Thursday, March 13, 2014

California Stem Cell Directors Reject Conflict Charge on $13 Million Heart Research Proposal

Directors of the California stem cell agency today rejected a $13 million application for heart research despite allegations that the agency's review involved a conflict of interest.

The vote was 3-8 on the proposal by Eduardo Marban, director of the Cedars-Sinai Heart Institute, who complained that a conflict existed during the review of the application.

The agency said it conducted an "extensive" examination of Marban's charges and determined that no legal violation of the agency's conflict of interest rules had taken place.

Appearing before the board, Marban said that the review was a "white-wash." He also said the CIRM staff's re-examination of the scientific issues was inadequate.

Marban did not disclose specifics of his complaints about the nature of the conflict. Nor did the agency. But he referred to unspecified actions by a "venture capitalist." CIRM said no venture capitalists were involved in the review.

CIRM Director Jeff Sheehy asked CIRM staff whether any California residents were among the reviewers during the grant round involving Marban. Gil Sambrano, CIRM's associate director, review, said there were and indicated they served as "specialists." Sambrano also said one of  the reviewers in the round had a conflict because he was involved in one of the grant applications being reviewed.

CIRM has long contended that to avoid conflicts of interest no persons from California served as grant reviewers. However, Sambrano said that provision applied legally only to members of the grant review group, formally known as the Grant Working Group, and did not apply to the use of specialists. Sambrano said the specialists do not participate in the actual act of scoring during the closed-door reviews of grant applications.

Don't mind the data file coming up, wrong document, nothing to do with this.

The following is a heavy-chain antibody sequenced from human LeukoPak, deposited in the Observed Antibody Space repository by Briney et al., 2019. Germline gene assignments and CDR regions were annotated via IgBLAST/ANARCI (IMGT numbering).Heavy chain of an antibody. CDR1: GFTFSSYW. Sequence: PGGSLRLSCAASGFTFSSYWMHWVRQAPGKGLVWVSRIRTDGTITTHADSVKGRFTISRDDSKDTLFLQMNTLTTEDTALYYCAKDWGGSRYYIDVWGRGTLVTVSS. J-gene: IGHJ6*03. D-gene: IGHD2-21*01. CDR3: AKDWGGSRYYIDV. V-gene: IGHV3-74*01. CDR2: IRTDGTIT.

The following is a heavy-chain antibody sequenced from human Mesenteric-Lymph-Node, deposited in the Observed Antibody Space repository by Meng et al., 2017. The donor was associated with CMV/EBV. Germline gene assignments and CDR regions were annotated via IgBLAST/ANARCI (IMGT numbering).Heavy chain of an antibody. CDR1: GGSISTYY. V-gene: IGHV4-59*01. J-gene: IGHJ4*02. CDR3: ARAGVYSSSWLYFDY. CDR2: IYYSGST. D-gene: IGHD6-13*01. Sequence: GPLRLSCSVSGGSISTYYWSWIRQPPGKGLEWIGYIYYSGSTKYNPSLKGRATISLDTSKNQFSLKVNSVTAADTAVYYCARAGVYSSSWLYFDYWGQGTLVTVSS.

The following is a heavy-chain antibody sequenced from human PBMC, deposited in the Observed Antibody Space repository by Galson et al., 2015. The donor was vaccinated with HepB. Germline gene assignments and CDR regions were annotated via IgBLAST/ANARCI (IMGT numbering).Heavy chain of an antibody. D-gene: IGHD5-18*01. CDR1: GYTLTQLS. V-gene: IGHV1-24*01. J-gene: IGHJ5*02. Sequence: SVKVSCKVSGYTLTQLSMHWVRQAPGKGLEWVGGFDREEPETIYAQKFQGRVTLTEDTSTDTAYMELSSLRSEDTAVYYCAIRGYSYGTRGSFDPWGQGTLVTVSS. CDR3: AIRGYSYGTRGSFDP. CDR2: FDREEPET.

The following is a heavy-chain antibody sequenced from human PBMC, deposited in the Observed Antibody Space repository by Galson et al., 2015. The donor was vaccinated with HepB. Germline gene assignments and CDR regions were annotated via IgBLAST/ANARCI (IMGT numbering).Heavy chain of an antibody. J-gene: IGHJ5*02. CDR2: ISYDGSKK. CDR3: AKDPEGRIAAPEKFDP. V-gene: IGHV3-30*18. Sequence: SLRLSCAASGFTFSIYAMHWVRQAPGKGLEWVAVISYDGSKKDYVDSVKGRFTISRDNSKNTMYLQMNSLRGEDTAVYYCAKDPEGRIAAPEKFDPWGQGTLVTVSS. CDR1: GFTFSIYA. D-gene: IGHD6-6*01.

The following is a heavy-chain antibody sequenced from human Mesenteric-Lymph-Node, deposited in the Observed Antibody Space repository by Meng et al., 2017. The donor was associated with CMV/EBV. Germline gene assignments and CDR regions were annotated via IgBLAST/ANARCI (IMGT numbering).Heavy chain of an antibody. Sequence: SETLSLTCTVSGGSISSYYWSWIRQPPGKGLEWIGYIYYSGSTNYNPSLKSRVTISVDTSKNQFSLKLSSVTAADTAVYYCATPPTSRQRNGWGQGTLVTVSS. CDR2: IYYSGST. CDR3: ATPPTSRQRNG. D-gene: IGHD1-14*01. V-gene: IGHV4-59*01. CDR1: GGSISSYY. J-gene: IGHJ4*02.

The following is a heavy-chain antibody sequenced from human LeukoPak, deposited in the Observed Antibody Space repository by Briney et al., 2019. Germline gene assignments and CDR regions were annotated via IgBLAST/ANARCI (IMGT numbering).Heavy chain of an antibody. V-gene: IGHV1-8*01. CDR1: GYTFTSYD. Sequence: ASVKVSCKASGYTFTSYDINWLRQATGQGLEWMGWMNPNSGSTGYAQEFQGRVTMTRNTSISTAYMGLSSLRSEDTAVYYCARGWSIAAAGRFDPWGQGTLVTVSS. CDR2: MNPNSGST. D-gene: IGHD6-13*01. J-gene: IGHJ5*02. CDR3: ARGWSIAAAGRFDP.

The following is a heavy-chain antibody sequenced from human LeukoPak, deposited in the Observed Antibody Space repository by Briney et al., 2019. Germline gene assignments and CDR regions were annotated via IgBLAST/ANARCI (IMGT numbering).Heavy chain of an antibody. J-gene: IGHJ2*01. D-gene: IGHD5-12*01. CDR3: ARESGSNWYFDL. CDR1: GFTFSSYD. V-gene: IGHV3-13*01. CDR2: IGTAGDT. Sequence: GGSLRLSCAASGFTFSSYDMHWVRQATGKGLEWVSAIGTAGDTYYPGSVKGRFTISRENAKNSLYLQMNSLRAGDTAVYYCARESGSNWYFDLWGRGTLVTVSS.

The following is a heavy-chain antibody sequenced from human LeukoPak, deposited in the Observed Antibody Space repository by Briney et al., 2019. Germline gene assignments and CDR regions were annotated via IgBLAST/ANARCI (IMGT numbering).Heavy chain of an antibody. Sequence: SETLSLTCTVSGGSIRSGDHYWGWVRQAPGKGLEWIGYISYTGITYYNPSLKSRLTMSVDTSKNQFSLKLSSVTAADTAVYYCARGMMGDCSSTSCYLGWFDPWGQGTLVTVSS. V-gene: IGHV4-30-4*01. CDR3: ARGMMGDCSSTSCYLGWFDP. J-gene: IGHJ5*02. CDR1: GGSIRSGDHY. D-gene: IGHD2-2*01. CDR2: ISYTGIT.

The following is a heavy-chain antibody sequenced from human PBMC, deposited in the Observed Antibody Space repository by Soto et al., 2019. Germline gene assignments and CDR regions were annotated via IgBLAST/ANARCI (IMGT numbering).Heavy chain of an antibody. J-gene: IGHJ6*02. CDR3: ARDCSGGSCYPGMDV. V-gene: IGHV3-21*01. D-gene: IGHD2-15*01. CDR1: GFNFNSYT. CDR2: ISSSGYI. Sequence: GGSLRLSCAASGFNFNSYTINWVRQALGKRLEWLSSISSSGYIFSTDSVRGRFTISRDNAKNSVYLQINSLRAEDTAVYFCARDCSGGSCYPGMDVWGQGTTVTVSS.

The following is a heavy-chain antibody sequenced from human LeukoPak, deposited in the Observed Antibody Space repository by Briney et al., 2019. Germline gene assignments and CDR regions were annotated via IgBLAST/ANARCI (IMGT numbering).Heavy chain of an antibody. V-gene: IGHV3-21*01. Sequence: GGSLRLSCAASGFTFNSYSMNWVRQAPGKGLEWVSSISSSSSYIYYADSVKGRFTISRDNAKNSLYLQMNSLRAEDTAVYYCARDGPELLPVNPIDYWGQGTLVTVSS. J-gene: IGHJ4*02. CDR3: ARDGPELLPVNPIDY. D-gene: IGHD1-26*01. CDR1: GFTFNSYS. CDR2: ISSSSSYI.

Marban's application received a score of 48 out of 100 with a range of  20 to 74, CIRM disclosed today.

Several members of the board, including Chairman Jonathan Thomas, said it was necessary for the board to respect the opinions of grant reviewers and the conclusions of its staff.

Marban has been highly regarded by the agency, which cited his research during a review earlier today of CIRM's accomplishment. He has received $7 million in grants and a company he founded, Capricor, has received $20 million.

CIRM has long cloaked its grant review process in secrecy, in keeping with the traditions of scientific peer review, even though the awards involve public money. The reviews are conducted in private. The names of the applicants are not disclosed. The names of reviewers are not disclosed. The reviewers' economic, personal and professional interests are not disclosed. Scores on rejected grants are not disclosed, unless the applicant appears publicly before the board. Names of applicants appealing reviewer decisions are not disclosed unless they also communicate publicly with the board. That provision was put in place last year by the board.

The total number of directors voting on the application was only 11 compared to 29 on the board. The number is small because of conflict of interest rules at the agency.

For more on the Marban story, see here and here.

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